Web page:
CASE STUDY: Finding the perfect candidate in a niche market
Filling the top executive positions in a niche market is always a challenging task for a recruiter. Jim Conley from Howard-Sloan Search (IMSA USA) shares his experience on the process of finding a Director for one the most worldwide recognizable Catholic brands.
“We are looking for people who are almost impossible to find” says Jim Conley, IMSA USA. The case of finding an executive for Ave Maria Press is an excellent example of how to overcome all the obstacles.
The publishing company with the Mission
Ave Maria Press is a Catholic publishing company founded in 1865 by a Holy Cross priest Edward Sorin. The firm solely publishes books on the subjects of Catholic families, the Church, the Virgin Mary and showcases Catholic scripts. It is one of the most recognizable Catholic brands operating worldwide.
The company approached Howard-Sloan to fill the Director of Publication position, after the previous manager scheduled his retirement for early 2020.
The job description for the position was quite demanding. The person had to be a skilled publisher with an excellent understanding of the process and familiar with acquiring content for books and journals. They needed to have a grasp of Catholicism, know what resonated in the community, and have a good understanding of Holy Cross theology.
Last but not least, they had to be willing to re-locate to South Bend in Indiana, where the Head Office of the company is located.
Discovering ‘the one’ – networking is key
Howard-Sloan submitted three external and one internal candidate for this senior position in Ave Maria Press. But finding the four candidates was a real challenge. “I interviewed a hundred to find these four, and the most important thing turned out to be networking,” explained Jim Conley, IMSA USA.
The first step was to find other Catholic publishers and approach them about the position. Even if none of them was interested in applying for the position, the conversations themselves led to the first clue. “Very quickly, I understood that I should probably start looking among the alumni of Georgetown University in Washington, DC. This is a prestigious Alma Mater, and it is also Catholic. The outcome of this first step was satisfying and led us to finding some valuable candidates,” admitted Jim Conley. But the search wasn’t finished and Jim’s team had to find a second approach.
“In every search, it is kind of interesting how important is to be open to a process and not fixate on initial assumptions. Our team knew that we needed to expand our search, but we had no idea where we should start looking. One of the interviewed candidates gave us a clue on another college she had attended. Although she decided that changing her job was not a good move for her, we started wondering if we could find more people like her. We searched her college alumni. We quickly found some promising candidates.”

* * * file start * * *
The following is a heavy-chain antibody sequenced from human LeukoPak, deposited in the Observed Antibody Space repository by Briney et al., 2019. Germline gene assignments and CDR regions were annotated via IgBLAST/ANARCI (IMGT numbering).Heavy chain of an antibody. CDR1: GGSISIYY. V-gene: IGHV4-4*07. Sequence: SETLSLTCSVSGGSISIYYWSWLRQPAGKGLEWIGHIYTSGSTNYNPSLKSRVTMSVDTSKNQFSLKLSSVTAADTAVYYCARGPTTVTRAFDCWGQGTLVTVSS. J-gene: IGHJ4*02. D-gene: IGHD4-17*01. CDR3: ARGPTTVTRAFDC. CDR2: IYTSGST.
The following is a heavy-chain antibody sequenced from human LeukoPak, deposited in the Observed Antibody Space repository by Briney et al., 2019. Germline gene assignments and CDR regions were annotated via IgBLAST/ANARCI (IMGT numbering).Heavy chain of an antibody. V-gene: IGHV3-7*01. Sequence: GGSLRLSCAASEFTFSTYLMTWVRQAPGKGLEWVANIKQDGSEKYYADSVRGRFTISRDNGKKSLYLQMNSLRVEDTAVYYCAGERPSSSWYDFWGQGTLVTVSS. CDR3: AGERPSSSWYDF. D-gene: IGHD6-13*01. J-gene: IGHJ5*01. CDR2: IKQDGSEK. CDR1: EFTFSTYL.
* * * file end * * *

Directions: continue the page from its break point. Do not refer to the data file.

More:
Even after finding the right candidate, the process of interviewing them was a real minefield. Finding an experienced publisher with a good sense of theology is not an easy task, especially if the recruiter has to be very sensitive about the questions he or she asks. “According to American law, I can’t ask a question about religion during the interview. Even in this particular case, where faith was a crucial factor in hiring. So, we needed to ask additional questions around the subject and hope that the candidate will volunteer the information we required”.
Introducing the candidate to the idea of moving to Indiana was not an easy task. Most people are tempted to move to big urban areas like New York, Boston or Washington, or places with beautiful weather. With its population around 100 thousand and continental climate (including snow in winter and a tendency to moderate temperatures year-round), South Bend is not on the list of top desired cities to move into.
“The weather may look like a tiny inconvenience, but candidates who were experienced enough for this job were also in their forties or fifty’s. At this age, some people are thinking not only about the opportunities the job will give to them, but also what may happen when they retire, and some candidates just don’t see themselves retiring in Indiana. As a result, many candidates turned down the position simply because of the weather” explains Jim Conley, IMSA USA.
How to convince them? “Actually, the recruiter’s job is not to sell the location. We need to sell the position, and luckily Ave Maria Press is such a prestigious company, many people were able to move to work there” continues Jim Conley, IMSA USA.
Patience was the key. Trusting the process whilst hearing many “no” answers, may be challenging. But in these cases, the first “yes” answer is extremely rewarding. Also, believing in the client’s brand potential is crucial, especially when it comes to the most demanding searches. “The easy part of this task was the fact that Ave Maria Press is a fantastic company, with a strong working culture and lovely people on board”, says Jim Conley.
“To be honest, the best part of being a recruiter is the fact that the job keeps my mind going. And this is all I want,” he adds.